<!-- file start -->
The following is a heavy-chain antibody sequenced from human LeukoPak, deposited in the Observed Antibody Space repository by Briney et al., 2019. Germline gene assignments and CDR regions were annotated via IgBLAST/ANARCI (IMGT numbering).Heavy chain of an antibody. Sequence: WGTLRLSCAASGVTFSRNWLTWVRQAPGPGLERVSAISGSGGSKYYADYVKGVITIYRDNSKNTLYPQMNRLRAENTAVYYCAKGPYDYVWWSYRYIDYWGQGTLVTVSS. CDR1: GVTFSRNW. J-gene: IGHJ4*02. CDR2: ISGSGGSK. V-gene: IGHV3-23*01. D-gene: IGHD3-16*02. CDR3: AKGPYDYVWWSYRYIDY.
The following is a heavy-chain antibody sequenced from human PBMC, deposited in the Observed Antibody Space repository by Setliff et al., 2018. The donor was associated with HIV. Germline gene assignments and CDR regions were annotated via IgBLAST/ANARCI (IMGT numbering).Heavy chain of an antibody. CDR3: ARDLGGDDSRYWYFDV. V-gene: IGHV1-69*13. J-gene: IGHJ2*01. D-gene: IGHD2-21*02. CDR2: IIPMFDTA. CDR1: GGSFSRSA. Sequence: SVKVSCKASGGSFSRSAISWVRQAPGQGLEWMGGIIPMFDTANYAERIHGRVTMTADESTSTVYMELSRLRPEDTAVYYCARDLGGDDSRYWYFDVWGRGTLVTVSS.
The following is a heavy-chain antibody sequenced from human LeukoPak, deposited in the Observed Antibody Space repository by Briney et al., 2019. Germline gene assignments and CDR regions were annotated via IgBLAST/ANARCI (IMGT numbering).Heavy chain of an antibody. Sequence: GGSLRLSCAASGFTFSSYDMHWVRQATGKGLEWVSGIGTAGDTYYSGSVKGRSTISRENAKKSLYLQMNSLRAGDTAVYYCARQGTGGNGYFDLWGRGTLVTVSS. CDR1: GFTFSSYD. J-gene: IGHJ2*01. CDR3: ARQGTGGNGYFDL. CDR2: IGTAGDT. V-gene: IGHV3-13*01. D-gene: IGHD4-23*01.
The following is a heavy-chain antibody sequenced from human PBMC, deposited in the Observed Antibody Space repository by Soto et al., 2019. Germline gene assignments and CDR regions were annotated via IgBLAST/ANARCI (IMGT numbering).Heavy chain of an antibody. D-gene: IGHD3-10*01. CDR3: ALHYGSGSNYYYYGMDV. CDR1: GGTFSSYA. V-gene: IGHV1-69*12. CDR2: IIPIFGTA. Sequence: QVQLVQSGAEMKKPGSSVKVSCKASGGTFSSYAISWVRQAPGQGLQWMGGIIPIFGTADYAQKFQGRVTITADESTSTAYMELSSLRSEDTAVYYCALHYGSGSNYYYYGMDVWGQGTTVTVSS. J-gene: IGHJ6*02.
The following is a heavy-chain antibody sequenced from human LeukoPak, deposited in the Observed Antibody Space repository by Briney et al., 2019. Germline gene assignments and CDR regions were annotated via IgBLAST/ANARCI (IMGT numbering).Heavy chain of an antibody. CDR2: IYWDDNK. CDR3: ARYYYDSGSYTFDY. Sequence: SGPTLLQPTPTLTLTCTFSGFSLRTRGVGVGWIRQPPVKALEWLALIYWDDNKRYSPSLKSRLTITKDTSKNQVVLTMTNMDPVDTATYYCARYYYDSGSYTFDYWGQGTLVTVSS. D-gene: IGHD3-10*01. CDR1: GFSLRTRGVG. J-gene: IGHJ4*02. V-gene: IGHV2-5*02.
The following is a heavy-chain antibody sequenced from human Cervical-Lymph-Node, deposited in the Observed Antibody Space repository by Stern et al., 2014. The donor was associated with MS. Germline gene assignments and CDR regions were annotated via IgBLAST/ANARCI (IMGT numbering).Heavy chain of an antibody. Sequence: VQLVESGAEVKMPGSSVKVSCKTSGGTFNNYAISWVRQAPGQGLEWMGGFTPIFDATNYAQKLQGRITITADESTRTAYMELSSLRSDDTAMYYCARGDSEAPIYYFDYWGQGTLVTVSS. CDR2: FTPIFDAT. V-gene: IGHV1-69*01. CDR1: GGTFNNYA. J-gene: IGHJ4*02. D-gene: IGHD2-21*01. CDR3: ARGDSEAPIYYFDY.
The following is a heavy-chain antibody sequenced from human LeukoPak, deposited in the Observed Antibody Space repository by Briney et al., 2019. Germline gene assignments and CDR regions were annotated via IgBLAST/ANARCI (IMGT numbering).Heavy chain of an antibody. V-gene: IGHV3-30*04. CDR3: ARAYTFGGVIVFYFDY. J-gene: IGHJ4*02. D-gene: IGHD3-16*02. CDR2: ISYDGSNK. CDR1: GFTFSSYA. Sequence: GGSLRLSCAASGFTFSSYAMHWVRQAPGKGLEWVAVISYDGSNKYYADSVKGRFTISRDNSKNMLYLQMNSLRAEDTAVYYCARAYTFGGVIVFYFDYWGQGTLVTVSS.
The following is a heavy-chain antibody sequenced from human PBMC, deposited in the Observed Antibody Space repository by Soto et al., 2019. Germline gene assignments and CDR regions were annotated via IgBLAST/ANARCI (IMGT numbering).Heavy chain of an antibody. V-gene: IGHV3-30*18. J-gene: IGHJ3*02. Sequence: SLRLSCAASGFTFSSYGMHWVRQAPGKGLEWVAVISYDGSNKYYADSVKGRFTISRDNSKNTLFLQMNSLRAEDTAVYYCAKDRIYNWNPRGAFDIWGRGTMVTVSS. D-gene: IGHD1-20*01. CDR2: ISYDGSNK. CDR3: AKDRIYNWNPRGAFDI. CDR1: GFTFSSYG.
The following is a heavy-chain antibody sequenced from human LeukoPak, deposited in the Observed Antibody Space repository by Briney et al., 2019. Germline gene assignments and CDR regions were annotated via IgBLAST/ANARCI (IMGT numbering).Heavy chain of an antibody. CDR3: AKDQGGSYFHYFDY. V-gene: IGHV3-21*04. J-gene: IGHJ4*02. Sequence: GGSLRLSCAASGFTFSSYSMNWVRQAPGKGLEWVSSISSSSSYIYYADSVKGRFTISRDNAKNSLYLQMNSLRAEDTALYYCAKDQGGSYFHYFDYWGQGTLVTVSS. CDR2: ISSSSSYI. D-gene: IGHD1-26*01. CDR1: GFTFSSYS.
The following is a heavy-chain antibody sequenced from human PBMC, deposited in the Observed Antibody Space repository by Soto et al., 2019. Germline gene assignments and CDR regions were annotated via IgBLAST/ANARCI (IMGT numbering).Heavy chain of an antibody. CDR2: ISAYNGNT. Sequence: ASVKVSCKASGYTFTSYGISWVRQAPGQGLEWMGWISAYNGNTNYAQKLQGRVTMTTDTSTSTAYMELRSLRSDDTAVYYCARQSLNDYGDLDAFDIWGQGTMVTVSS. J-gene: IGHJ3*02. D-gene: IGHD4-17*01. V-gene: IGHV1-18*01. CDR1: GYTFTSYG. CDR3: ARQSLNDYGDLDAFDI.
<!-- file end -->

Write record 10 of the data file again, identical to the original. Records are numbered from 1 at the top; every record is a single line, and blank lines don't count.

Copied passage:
The following is a heavy-chain antibody sequenced from human PBMC, deposited in the Observed Antibody Space repository by Soto et al., 2019. Germline gene assignments and CDR regions were annotated via IgBLAST/ANARCI (IMGT numbering).Heavy chain of an antibody. CDR2: ISAYNGNT. Sequence: ASVKVSCKASGYTFTSYGISWVRQAPGQGLEWMGWISAYNGNTNYAQKLQGRVTMTTDTSTSTAYMELRSLRSDDTAVYYCARQSLNDYGDLDAFDIWGQGTMVTVSS. J-gene: IGHJ3*02. D-gene: IGHD4-17*01. V-gene: IGHV1-18*01. CDR1: GYTFTSYG. CDR3: ARQSLNDYGDLDAFDI.